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Bone Marrow Stem Cells May Heal Hearts Even Years After Heart Attacks

Date:
October 27, 2005
Source:
American College of Cardiology
Summary:
Left ventricular function and exercise capacity increased, while the area of heart muscle damage shrank, in 18 patients given infusions of their own bone marrow stem cells up to eight years after a heart attack, according to a new study in the Nov. 1, 2005, issue of the Journal of the American College of Cardiology.

Left ventricular function and exercise capacity increased, while the area of heart muscle damage shrank, in 18 patients given infusions of their own bone marrow stem cells up to eight years after a heart attack, according to a new study in the Nov. 1, 2005, issue of the Journal of the American College of Cardiology.

"This new therapy is able to treat until now irreversible heart complaints and function disturbances in patients with chronic coronary artery disease after myocardial infarction, even many years after heart attack. Therefore there is hope for this large amount of patients with previous myocardial infarction and non-treatable complaints," said Bodo E. Strauer, M.D. from the Heinrich-Heine-University in Düsseldorf, Germany.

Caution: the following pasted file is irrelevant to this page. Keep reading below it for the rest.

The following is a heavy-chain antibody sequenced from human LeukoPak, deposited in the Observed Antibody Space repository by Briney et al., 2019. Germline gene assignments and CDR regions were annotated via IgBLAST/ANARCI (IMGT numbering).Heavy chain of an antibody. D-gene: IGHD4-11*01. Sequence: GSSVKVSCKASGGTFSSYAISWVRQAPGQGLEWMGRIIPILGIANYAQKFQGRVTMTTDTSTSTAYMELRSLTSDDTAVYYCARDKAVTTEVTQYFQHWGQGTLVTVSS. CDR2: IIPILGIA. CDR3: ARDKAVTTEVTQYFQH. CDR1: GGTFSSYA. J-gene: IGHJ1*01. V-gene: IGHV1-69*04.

If further trials produce similar results, cardiac regeneration using stem cells could help to not only reverse some heart attack damage, reduce symptoms and improve the daily functioning of patients; it might also reduce the risk of heart failure, Dr. Strauer said.

Current heart attack interventions attempt to restore blood flow to the heart muscle as soon as possible, in order to limit the amount of permanent scarring. However, neither clotbusting drugs nor angioplasty can restore heart tissue that has already been damaged. Earlier studies demonstrated healing of heart muscle and improved heart function following injections of stem cells directly into the heart muscle or infusions of stem cells into key heart arteries soon after a heart attack.